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November 08, 2007

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I just have to wonder... Do they compartmentalize the information to keep OTHERS from learning the secrets, or to make sure that their loyal troops get ONLY the information they want them to know? It is probably a combination of the two, but either way, they are sure doing some damage.

I don't know why Pelosi insists on keeping impeachment off the table, but if she continues with that, it is time to see what kind of charges can be filed against her and other congressional leaders for dereliction of duty...

sojouner

Interesting question, that.

Is it to keep Hoekstra in the koolaid, or to keep us from learning the truth?

Curiouser and curiouser. I, too, don't really believe the story of the Korean nuclear supported site but what I find most difficult is that Syria has made little or no comparative fuss about this incursion.

If, say, the site was nothing more than an aspirin factory, for instance, the Syrians could have easily raised a real ruckus and taken reporters around and been truly outraged. Strangely, of course, they've been nearly silent so there must be something at that site though what it is is anyone's guess.

Seems like the IAEA ought to be attempting some evaluation and answer to the question of what it was. Whats up with that? Like the Syrians, it is not like El Baradei has any compunction about poking a stick in the Bush Administration's eye; it is also curious there has not been more out of him. I believe I recall an early off the cuff comment that he has no information indicating any nuclear facility and was never contacted by the US or Israelis; still it seems there should be more...

FWIW, the Wikipedia entry for Operation Orchard seems to keep track of all the various world-wide reporting and blogging (even the rumors) regarding this "Syria Strike".

I am watching one of the most surreal scenes I have ever seen on CSPAN. Chuck Schumer is making an eloquent and impassioned speech on why Bush ought to be impeached and Alberto Gonzales should be criminally prosecuted. Only problem is the purpose of the speech is to explain why Mukasey is his guy and has to be confirmed. Hey, its either Mukasey or the President will make good on his threat to abandon the United States Department of Justice to twist in the wind for the rest of his term, what you gonna do?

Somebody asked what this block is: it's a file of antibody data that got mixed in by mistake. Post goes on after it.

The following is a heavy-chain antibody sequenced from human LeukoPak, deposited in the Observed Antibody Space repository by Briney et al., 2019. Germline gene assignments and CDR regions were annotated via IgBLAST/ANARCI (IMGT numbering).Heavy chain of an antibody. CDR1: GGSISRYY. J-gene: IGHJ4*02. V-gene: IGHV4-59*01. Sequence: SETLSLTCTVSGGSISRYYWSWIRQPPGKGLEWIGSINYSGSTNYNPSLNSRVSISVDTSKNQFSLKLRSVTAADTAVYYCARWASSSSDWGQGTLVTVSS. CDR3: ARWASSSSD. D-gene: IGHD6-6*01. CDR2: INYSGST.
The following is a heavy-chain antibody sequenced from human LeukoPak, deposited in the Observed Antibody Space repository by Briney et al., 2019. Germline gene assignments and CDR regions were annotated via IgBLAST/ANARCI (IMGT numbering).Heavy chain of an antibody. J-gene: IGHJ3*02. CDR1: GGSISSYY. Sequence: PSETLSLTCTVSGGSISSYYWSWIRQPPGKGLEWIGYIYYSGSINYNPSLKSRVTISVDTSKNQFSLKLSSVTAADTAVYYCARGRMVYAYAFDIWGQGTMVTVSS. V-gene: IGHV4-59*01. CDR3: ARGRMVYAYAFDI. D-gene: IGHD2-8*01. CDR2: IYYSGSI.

We DFHs in the blogosphere keep insisting that Congress put "impeachment" back on the table, but N-n-n-n-ancy will have none of it.

Since "impeachment" can be a tool used against almost anyone in the Executive branch, might I suggest we start banging our plates on the table for "impeachment" of any of a multitude of nefarious underlings?

While N-n-n-n-ancy won't serve us any impeachment of Junya and Deadeye (yet), might she not be amenable to impeaching let's say David Addington? Or how about Elliot Abrams? Or maybe Howard J. Krongard, the State Department's inspector general?

The idea is to start with the soft underbelly, get the ball rolling so-to-speak, and then pounce when the fire finally gets blazing on the most senior criminalistas like Deadeye or Junya?

I have a most technical question for EW and Mad Dogs (and anyone else who cares to respond)...

What is it that defines the status of being a "DFH"? Is it a state of mind? Is it a way of life? Does blogging push one over the edge to become a DFH?

By day, I am a meek, mild grey-haired IT manager, but my blogging at night or at opportune moments would qualify me to use the term, maybe ;-) Are there any registration materials required to attain that status?

LOL sojourner!

By day, I am also a mild still mostly brown-haired IT techie (I gave up managing eons ago).

As for being a DFH, tis but a state of mind held either by the viewer, or the viewee, or both.

To some, it is their worst nightmare. To others, a badge of honor.

Registration is optional. Card-carrying members enjoy rememberances of smoke-filled days gone by. Some of those flashbacks memories were even real.

Mad Dogs--

I asked one of my Congressman's staffers about Addington a couple of months ago after his "one bomb away" comment. She looked into it and said that Addington is not Senate-confirmed, and therefore not impeachable.

That said, I've gotten wrong information from staffers before.